It takes a special talent to piss off the liberals, the conservatives, the church, the Nazis, and the Resistance, but Henri-Georges Clouzot is a special talent. Of course, holding a mirror up to German-occupied France during the war is a pretty easy way to garner that reaction. Clouzot did just that in Le Corbeau, his 1943 proto-noir. And aside from getting everyone mad at him, he also made it with Continental Films, the sole authorized movie production house in Nazi-occupied France, which give the post-war government the ammunition needed to bar the film's release forever as well as ban Clouzot from ever making a movie again. Both bans lasted just a few years.
We return once again to films of The Archers, the illustrious British duo of Michael Powell and Emeric Pressburger, with The Life and Death of Colonel Blimp. Made during the blitz and released in 1943, Blimp is certainly a pro-war propaganda film, but specifically propagandizing what sort of war the British should be fighting. Spoiler: I find the moral of this film absolutely reprehensible. Pat doesn't find it much better. It's a long film with a lot going on, and as such this is a bit of a long episode. Enjoy!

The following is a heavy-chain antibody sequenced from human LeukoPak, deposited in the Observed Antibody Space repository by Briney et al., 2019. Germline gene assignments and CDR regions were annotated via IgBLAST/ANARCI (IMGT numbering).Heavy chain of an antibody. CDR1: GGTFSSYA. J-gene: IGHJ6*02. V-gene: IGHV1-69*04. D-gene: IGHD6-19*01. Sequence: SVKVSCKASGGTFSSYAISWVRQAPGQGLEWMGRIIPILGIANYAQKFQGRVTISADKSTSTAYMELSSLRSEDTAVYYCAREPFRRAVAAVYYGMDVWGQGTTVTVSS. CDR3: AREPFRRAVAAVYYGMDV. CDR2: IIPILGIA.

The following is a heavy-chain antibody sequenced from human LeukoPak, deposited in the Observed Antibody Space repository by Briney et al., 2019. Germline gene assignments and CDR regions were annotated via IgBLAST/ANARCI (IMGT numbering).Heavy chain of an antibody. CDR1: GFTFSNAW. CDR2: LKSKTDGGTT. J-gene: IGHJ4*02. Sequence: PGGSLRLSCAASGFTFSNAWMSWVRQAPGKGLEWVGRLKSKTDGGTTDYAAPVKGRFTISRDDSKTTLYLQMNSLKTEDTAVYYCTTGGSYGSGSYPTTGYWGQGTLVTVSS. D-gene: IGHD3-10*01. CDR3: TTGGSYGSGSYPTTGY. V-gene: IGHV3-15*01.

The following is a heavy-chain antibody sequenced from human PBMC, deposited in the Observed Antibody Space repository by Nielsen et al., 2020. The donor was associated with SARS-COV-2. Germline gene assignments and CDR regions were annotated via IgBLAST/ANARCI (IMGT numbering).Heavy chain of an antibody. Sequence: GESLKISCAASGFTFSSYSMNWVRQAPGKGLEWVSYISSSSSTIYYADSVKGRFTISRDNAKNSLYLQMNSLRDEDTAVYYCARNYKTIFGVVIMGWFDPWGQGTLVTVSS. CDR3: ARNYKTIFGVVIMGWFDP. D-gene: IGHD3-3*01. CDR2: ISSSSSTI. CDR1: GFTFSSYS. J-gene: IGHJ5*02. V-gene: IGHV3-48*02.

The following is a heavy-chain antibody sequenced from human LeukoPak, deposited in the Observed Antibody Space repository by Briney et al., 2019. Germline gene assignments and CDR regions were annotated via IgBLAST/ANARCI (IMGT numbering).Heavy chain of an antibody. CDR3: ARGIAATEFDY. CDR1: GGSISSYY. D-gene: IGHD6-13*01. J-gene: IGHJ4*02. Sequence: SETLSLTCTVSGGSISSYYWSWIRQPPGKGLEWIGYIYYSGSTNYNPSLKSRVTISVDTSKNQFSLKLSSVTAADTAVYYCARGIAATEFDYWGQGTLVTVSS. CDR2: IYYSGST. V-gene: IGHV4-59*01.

We're digging into a Carl Th Dreyer boxset this week and starting things off with Day of Wrath from 1943. Dreyer made one feature film per decade after The Passion of Joan of Arc -- well, two in the 40's if you count Two People, which Dreyer didn't so maybe we won't either -- and every one of them is a masterpiece that's going to sit with me for a long time.